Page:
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Sunday, September 20, 2020

Judges are seen as soft targets… victims of juicy gossip: Justice Ramana

“Judges have to balance their social life in order to be independent. It is completely upon the judge to maintain such self-imposed restrictions. As judges are self-restrained from speaking out in their own defence, they are now being construed as soft targets for criticism," said N V Ramana.

Written by Ananthakrishnan G | New Delhi | Updated: September 13, 2020 8:44:01 am
Judges are seen as soft targets… victims of juicy gossip: Justice RamanaJustice N V Ramana is the second most senior judge in the apex court.

Senior Supreme Court Judge Justice N V Ramana Saturday said that judges are being “construed as soft targets for criticism” because of their self-restraint and are “becoming victims of juicy gossip”.

Chief Justice of India S A Bobde, too, held out a note of caution saying that the independence of judiciary is not limited to independence from the executive but “takes within its sweep independence from many other pressures and prejudices”.

They were speaking at the launch of ‘Judiciary, Judges and the Administration of Justice’ (published by Thomson Reuters) written by former Supreme Court judge Justice R Banumathi.

“Judges have to balance their social life in order to be independent. It is completely upon the judge to maintain such self-imposed restrictions. As judges are self-restrained from speaking out in their own defence, they are now being construed as soft targets for criticism. This issue is further complicated by the proliferation of social media and technology, wherein judges are becoming victims of juicy gossip and slanderous social-media posts”, said Justice Ramana in his keynote address.

Justice Ramana is the second most senior judge in the apex court.

He said his own experience is that life of a judge is not a bed of roses and added that “judgeship in the present day requires sacrifices unparalleled in any other profession, and the same require to be made as the country’s future is dependent on strong, independent judges”.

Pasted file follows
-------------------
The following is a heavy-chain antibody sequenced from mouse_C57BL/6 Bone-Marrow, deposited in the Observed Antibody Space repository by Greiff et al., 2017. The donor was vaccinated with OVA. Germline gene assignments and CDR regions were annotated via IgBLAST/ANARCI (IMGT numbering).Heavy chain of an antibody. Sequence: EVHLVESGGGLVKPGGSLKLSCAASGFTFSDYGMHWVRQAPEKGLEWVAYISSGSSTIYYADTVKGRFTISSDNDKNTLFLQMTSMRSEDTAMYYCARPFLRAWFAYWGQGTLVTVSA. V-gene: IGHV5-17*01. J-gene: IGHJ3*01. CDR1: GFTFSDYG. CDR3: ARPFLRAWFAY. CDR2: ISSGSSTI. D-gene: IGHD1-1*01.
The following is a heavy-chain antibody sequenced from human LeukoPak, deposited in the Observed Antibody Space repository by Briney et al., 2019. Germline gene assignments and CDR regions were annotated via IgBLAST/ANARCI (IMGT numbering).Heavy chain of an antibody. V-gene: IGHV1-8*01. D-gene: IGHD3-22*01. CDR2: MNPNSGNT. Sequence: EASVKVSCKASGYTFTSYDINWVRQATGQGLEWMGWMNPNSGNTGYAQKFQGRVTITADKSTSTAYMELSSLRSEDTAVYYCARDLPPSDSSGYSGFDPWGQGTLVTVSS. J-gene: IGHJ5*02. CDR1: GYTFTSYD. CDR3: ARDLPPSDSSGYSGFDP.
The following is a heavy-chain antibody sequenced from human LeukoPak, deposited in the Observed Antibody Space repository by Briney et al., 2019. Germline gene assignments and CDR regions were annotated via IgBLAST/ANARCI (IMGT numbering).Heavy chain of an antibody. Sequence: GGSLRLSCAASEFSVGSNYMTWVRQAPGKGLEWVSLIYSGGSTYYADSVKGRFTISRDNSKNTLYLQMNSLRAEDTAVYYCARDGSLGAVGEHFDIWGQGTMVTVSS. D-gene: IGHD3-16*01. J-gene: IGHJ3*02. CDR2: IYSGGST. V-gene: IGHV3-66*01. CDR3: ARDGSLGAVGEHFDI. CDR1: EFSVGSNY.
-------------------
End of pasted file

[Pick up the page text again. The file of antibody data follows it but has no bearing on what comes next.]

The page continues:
The CJI said that the biggest challenge for judges and judiciary “is to ensure that our nation inches towards the goals set in the Constitution” and that “an independent judiciary is an essential sine qua non to achieve” this.

“The Constitution guarantees rights, acknowledges past inequalities, accommodates diversity, prescribes functions, and grants and limits state’s (executive, legislature and Judiciary) powers. So, one way would be to merely see the Constitution as a list of what can and cannot be done, by instrumentalities created under the Constitution. Another way would be to see it as the voice of the people, a list of their expectations – an aspirationalview, which includes higher values, like dignity, liberty, rule of law, etc., reflected especially in the silences in the Constitution”, CJI Bobde said.

The CJI said the judiciary has been able to play a “defining role in the public life” due to the public trust in it and added: “I acknowledge that there remain areas of concerns in the working of the institution”.

“That is natural,” he said, “especially in an institution that attempts to balance, day in and day out, the firmness of law against the vagaries of human nature”.

He added “however we must also remember that neither inadequacy nor aberrations define a system, nor are hasty solutions a sensible way forward”.

Underlining that judicial independence and accountability go hand in hand, he said: “If the public is to give profound respect to the Judges, the Judges should by their conduct maintain dignified conduct and aloofness”.

Justice Indu Malhotra drew attention to the chapter on judicial ethics and said that Justice Banumathi had drawn on her experience as a district judge and her elevation.

Justice D Y Chandrachud said the book was not a post-retirement project but work on it had begun earlier. He added that it was remarkable for a judge to author a book while having to work through hundreds of SLPs.

Justice Banumathi said her book highlights the essential facets of judgeship and she wished and hoped that members of the judicial system read it and contribute towards enhancing the institution.

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